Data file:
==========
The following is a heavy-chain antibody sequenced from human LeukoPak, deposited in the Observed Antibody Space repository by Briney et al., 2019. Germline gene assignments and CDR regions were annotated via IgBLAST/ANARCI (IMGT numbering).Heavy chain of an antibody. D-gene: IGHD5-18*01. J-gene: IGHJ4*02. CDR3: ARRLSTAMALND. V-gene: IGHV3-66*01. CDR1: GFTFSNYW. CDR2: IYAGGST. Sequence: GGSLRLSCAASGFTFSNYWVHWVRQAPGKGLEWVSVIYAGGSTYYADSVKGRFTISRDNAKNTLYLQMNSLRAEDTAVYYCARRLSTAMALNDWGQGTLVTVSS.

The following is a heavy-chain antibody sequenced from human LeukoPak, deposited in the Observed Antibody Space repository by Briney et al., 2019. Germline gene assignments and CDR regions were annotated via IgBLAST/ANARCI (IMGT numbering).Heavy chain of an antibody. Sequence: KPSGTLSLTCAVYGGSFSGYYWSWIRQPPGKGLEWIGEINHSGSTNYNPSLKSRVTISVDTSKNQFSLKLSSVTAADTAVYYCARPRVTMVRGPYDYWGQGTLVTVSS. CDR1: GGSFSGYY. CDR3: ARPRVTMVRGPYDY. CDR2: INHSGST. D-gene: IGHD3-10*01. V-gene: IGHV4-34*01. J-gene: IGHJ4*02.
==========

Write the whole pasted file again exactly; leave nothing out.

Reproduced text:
The following is a heavy-chain antibody sequenced from human LeukoPak, deposited in the Observed Antibody Space repository by Briney et al., 2019. Germline gene assignments and CDR regions were annotated via IgBLAST/ANARCI (IMGT numbering).Heavy chain of an antibody. D-gene: IGHD5-18*01. J-gene: IGHJ4*02. CDR3: ARRLSTAMALND. V-gene: IGHV3-66*01. CDR1: GFTFSNYW. CDR2: IYAGGST. Sequence: GGSLRLSCAASGFTFSNYWVHWVRQAPGKGLEWVSVIYAGGSTYYADSVKGRFTISRDNAKNTLYLQMNSLRAEDTAVYYCARRLSTAMALNDWGQGTLVTVSS.

The following is a heavy-chain antibody sequenced from human LeukoPak, deposited in the Observed Antibody Space repository by Briney et al., 2019. Germline gene assignments and CDR regions were annotated via IgBLAST/ANARCI (IMGT numbering).Heavy chain of an antibody. Sequence: KPSGTLSLTCAVYGGSFSGYYWSWIRQPPGKGLEWIGEINHSGSTNYNPSLKSRVTISVDTSKNQFSLKLSSVTAADTAVYYCARPRVTMVRGPYDYWGQGTLVTVSS. CDR1: GGSFSGYY. CDR3: ARPRVTMVRGPYDY. CDR2: INHSGST. D-gene: IGHD3-10*01. V-gene: IGHV4-34*01. J-gene: IGHJ4*02.